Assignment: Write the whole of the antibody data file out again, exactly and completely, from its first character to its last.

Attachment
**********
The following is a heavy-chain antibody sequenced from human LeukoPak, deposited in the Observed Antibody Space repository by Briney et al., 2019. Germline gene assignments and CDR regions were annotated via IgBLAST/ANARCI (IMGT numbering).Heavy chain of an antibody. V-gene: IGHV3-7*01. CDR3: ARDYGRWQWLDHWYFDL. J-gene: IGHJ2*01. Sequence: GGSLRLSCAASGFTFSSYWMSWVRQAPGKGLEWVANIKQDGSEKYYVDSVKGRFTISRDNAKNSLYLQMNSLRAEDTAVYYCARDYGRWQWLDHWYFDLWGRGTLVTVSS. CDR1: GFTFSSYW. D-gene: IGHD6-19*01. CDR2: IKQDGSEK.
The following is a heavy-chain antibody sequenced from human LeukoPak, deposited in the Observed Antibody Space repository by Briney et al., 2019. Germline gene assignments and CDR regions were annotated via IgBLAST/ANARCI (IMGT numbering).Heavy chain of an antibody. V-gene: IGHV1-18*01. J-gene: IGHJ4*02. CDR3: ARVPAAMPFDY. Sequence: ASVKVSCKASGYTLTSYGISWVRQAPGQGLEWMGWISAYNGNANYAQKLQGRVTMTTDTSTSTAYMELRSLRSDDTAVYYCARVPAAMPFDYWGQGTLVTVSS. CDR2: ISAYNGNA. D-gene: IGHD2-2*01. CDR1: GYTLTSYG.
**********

The following is a heavy-chain antibody sequenced from human LeukoPak, deposited in the Observed Antibody Space repository by Briney et al., 2019. Germline gene assignments and CDR regions were annotated via IgBLAST/ANARCI (IMGT numbering).Heavy chain of an antibody. V-gene: IGHV3-7*01. CDR3: ARDYGRWQWLDHWYFDL. J-gene: IGHJ2*01. Sequence: GGSLRLSCAASGFTFSSYWMSWVRQAPGKGLEWVANIKQDGSEKYYVDSVKGRFTISRDNAKNSLYLQMNSLRAEDTAVYYCARDYGRWQWLDHWYFDLWGRGTLVTVSS. CDR1: GFTFSSYW. D-gene: IGHD6-19*01. CDR2: IKQDGSEK.
The following is a heavy-chain antibody sequenced from human LeukoPak, deposited in the Observed Antibody Space repository by Briney et al., 2019. Germline gene assignments and CDR regions were annotated via IgBLAST/ANARCI (IMGT numbering).Heavy chain of an antibody. V-gene: IGHV1-18*01. J-gene: IGHJ4*02. CDR3: ARVPAAMPFDY. Sequence: ASVKVSCKASGYTLTSYGISWVRQAPGQGLEWMGWISAYNGNANYAQKLQGRVTMTTDTSTSTAYMELRSLRSDDTAVYYCARVPAAMPFDYWGQGTLVTVSS. CDR2: ISAYNGNA. D-gene: IGHD2-2*01. CDR1: GYTLTSYG.